Gold News

Gold Unmoved, Analysts Split, as S&P Follows FTSE with "Death Cross", Greek Starts Restructuring Debt

Gold Prices held fast to $1210 an ounce in London on Monday, moving in a tighter range than even Asian and European stocks in what one dealer called "totally lackluster" trade.

European government bonds ticked higher as both Sterling and the single Euro currency edged back, nudging 10-year German bund yields down to 2.55%.

Crude oil crept back above $72 per barrel, but overall commodities held flat, with Silver Prices slipping 10¢ per ounce to $17.80.

US markets stayed closed for the Independence Day holiday, leaving the S&P with last week's 5% loss.

"I don't foresee gold dropping below $1200," says Phillip Futures analyst Ong Yi Ling in Singapore, speaking to Bloomberg.

"Of course, people are buying on dips."

Commerzbank's Axel Rudolph, however, says last week's sharp drop in Gold Prices "makes us question our previously bullish forecast" as the metal fell below its average price of the last 55 days.

"The last line in the sand held at $1197," notes bullion bank Scotia Mocatta of Thursday night's six-week low.

But "the sell-off in gold is a very bearish development, as we will now find sellers at $1215 with fresh liquidation selling being triggered on a break [below] $1197."

Over in the stock market, New York's S&P index last week formed what several analysts spy as "a bearish death cross" – a technical pattern which London's FTSE100 index of blue-chip shares formed in late June.

Both the S&P and FTSE100 last formed a "death cross" – whereby the index's moving average of the previous 50 days' price drops below the 200-day moving average – in late 2007. They each went on to lose almost half their value over the next 15 months.

"[Last week's] $40 drop in gold was the biggest fall in five months," notes MKS Finance, a division of the Swiss-based refinery group.

As a result, it says, "We saw a peak of physical demand in regions that had been quiet for some time, such as the India."

The world's largest single consumer market for gold, India typically sees gold demand slacken over the summer months, returning again after harvest as the autumn festival of Diwali approaches.

"Gold should rebound from this drop because of economic concerns and European indebtedness," reckons MKS's note, "which will boost demand for the metal as a store of value."

Ahead of this week's interest-rate decision by the European Central Bank, new data today showed Eurozone retail sales rising unexpectedly in value terms in May.

The 16-member currency zone's services sector expanded faster than forecast, and investor sentiment didn't fall as sharply as feared on the Sentix survey.

Faced with further doubts over Eurozone government debt, however, the ECB is likely to revive the "long-term refinancing operations" which expired on July 1st say analysts at Citibank in their weekly Euro report.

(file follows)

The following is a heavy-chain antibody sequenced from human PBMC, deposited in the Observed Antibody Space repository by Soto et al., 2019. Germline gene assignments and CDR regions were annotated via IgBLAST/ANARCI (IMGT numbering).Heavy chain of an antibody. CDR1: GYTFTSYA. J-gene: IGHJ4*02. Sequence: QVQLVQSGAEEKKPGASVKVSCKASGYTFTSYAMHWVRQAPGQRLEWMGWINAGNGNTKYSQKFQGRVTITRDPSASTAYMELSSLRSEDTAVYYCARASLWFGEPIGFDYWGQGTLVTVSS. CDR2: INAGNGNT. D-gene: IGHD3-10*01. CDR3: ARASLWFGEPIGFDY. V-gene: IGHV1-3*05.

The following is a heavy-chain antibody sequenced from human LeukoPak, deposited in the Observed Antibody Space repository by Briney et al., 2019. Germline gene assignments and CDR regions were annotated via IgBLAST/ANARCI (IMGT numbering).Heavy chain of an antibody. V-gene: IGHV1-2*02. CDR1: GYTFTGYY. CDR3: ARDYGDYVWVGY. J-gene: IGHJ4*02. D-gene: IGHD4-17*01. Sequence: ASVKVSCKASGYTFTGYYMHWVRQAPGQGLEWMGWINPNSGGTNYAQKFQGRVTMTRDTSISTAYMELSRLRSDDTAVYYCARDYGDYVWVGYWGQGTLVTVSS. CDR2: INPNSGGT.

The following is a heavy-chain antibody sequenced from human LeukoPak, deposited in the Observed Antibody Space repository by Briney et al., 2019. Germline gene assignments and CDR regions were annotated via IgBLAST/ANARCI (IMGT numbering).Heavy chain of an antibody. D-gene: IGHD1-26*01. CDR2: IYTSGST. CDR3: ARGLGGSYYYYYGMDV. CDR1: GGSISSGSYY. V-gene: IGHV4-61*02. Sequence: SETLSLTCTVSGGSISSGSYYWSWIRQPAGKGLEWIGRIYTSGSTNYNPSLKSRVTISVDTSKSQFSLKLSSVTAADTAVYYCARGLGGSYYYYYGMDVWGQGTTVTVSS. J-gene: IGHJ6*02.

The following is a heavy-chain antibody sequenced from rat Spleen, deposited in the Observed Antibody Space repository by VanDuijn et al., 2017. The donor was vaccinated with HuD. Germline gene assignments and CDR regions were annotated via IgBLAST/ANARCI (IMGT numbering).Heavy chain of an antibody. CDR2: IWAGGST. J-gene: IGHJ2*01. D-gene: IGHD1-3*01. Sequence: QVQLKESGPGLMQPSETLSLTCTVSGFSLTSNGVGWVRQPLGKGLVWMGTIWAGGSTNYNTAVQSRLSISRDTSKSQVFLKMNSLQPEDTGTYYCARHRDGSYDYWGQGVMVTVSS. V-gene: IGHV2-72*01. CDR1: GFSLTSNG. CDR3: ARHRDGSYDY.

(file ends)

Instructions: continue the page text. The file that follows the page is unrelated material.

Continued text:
ECB president Jean-Claude Trichet said on Sunday that the region's new "austerity" fiscal budgets will not damage growth – a signal, according to some analysts, that monetary policy will leave interest rates at their current record low of 1.0%.

"Greece has already started to restructure its state debts," says John Dizard in today's FTfm supplement, citing a decision by the Greek Ministry of Health and Social Welfare to repay debts of €5.36 billion ($6.7bn) – owed to medical suppliers – with either zero-coupon bonds or a "haircut" of 19%.

Back in the precious metals market, "In the short term we remain neutral," says today's commodity note from South Africa's Standard Bank, "and foresee further liquidation.

"However...with the metal at $1200, scrap selling has dried up, and the market is geared towards buying gold.

"While another near-term correction is possible, we still target $1300 towards the fourth quarter of 2010."

Buying gold today? "If there's an easier way, I've yet to find it," says one Bullion Vault user...

Adrian Ash is director of research at BullionVault, the physical gold and silver market for private investors online. Formerly head of editorial at London's top publisher of private-investment advice, he was City correspondent for The Daily Reckoning from 2003 to 2008, and is now a regular contributor to many leading analysis sites including Forbes and a regular guest on BBC national and international radio and television news. Adrian's views on the gold market have been sought by the Financial Times and Economist magazine in London; CNBC, Bloomberg and TheStreet.com in New York; Germany's Der Stern; Italy's Il Sole 24 Ore, and many other respected finance publications.

See the full archive of Adrian Ash articles on GoldNews.

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